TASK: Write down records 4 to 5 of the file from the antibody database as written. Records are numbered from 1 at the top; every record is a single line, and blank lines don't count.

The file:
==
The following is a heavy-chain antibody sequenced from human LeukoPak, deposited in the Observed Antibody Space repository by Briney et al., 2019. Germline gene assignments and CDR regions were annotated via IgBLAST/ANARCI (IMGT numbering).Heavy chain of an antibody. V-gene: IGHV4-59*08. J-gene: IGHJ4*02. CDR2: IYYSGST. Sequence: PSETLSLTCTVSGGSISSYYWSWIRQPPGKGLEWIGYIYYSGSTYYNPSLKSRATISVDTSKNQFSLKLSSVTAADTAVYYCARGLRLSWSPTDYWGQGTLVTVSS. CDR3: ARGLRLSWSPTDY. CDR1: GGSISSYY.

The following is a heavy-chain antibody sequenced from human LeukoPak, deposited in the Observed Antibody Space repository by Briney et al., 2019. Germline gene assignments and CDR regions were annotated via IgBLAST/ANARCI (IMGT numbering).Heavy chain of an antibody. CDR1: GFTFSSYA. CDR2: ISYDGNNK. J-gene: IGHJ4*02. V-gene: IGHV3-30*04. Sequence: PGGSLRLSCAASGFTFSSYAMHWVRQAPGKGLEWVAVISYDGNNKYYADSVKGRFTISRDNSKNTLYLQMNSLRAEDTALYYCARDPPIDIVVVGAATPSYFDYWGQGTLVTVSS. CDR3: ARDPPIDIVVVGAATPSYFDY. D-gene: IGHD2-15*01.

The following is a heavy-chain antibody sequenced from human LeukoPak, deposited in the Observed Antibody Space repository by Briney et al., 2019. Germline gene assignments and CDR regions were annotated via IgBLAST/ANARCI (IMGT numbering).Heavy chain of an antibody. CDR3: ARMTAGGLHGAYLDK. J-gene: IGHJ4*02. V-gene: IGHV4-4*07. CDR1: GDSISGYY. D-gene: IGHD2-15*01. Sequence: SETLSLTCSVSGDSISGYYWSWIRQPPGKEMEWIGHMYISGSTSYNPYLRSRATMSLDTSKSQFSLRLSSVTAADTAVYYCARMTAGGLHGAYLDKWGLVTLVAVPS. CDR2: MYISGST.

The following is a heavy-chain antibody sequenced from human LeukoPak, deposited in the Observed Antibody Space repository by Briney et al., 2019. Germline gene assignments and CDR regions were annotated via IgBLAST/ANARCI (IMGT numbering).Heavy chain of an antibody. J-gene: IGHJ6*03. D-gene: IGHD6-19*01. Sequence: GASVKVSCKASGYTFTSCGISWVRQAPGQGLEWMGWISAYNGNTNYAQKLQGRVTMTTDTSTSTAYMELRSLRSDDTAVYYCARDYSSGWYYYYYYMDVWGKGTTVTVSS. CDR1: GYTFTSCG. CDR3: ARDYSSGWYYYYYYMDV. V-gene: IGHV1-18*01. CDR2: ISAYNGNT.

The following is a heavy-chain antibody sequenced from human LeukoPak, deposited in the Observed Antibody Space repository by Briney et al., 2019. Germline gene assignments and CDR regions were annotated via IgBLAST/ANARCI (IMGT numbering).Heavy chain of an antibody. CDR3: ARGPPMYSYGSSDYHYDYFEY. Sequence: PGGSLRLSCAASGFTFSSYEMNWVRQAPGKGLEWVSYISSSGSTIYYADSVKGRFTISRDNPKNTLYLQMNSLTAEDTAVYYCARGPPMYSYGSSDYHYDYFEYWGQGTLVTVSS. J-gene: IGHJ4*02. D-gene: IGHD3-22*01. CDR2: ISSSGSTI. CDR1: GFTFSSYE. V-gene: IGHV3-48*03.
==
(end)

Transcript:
The following is a heavy-chain antibody sequenced from human LeukoPak, deposited in the Observed Antibody Space repository by Briney et al., 2019. Germline gene assignments and CDR regions were annotated via IgBLAST/ANARCI (IMGT numbering).Heavy chain of an antibody. J-gene: IGHJ6*03. D-gene: IGHD6-19*01. Sequence: GASVKVSCKASGYTFTSCGISWVRQAPGQGLEWMGWISAYNGNTNYAQKLQGRVTMTTDTSTSTAYMELRSLRSDDTAVYYCARDYSSGWYYYYYYMDVWGKGTTVTVSS. CDR1: GYTFTSCG. CDR3: ARDYSSGWYYYYYYMDV. V-gene: IGHV1-18*01. CDR2: ISAYNGNT.

The following is a heavy-chain antibody sequenced from human LeukoPak, deposited in the Observed Antibody Space repository by Briney et al., 2019. Germline gene assignments and CDR regions were annotated via IgBLAST/ANARCI (IMGT numbering).Heavy chain of an antibody. CDR3: ARGPPMYSYGSSDYHYDYFEY. Sequence: PGGSLRLSCAASGFTFSSYEMNWVRQAPGKGLEWVSYISSSGSTIYYADSVKGRFTISRDNPKNTLYLQMNSLTAEDTAVYYCARGPPMYSYGSSDYHYDYFEYWGQGTLVTVSS. J-gene: IGHJ4*02. D-gene: IGHD3-22*01. CDR2: ISSSGSTI. CDR1: GFTFSSYE. V-gene: IGHV3-48*03.